Salman Rushdie, and the Censorship-to-Violence Pipeline

On the rabid intolerance of silencing speech

Joe Garza
The Reckless Muse
Published in
3 min readApr 16, 2024


Author Salman Rushdie’s 1988 novel, “The Satanic Verses,” was so controversial that it not only led to numerous assassination attempts on Rushdie (the most recent of which involved a knife attack that left him without the use of his right eye), but led to the murder of his Japanese translator Hitoshi Igarashi; the stabbing of his Italian translator Ettore Capriolo; the shooting of his Norwegian publisher William Nygaard; and the Sivas massacre, in which a mob caused the fire of the Madimak Hotel that killed 37 people.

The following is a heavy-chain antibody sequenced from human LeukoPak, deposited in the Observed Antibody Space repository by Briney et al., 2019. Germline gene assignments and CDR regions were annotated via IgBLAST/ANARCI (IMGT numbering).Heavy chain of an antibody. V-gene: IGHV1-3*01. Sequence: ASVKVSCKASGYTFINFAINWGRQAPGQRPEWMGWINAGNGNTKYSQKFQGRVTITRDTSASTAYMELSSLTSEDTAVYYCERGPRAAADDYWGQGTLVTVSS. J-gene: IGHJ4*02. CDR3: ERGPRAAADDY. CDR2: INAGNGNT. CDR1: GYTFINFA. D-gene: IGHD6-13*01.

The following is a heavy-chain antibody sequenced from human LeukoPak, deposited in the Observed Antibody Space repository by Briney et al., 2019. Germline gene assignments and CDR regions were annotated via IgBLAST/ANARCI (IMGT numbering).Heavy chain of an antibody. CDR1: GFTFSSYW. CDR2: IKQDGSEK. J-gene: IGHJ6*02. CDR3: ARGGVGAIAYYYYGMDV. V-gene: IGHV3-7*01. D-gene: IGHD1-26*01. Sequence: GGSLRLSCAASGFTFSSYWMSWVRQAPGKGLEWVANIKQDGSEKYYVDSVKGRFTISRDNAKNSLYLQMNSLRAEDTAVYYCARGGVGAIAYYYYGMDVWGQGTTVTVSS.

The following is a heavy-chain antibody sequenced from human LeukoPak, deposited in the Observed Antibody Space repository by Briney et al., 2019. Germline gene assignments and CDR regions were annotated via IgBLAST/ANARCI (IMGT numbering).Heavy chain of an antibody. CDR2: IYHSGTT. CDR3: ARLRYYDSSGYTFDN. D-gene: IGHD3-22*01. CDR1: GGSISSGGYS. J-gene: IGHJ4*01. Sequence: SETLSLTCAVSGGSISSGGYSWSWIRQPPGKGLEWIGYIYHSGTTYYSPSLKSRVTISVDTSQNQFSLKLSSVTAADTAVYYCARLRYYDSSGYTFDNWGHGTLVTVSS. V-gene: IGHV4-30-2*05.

This needless violence was motivated not by speech, but by the impulse to silence it.

After “The Satanic Verses” was released, the Supreme Leader of Iran Ruhollah Khomeini declared a fatwa against Rushdie, prompting the Islamic extremists behind the many attacks against the author and those associated with the novel’s publication.

None of this has stopped Rushdie from speaking out about the importance of free speech, and he has risen to the rank of general in the current culture war in the fight against censorship.

Even after the knife attack that nearly took his life in 2022, the author holds fast to his freedom of speech principles. He recently appeared on…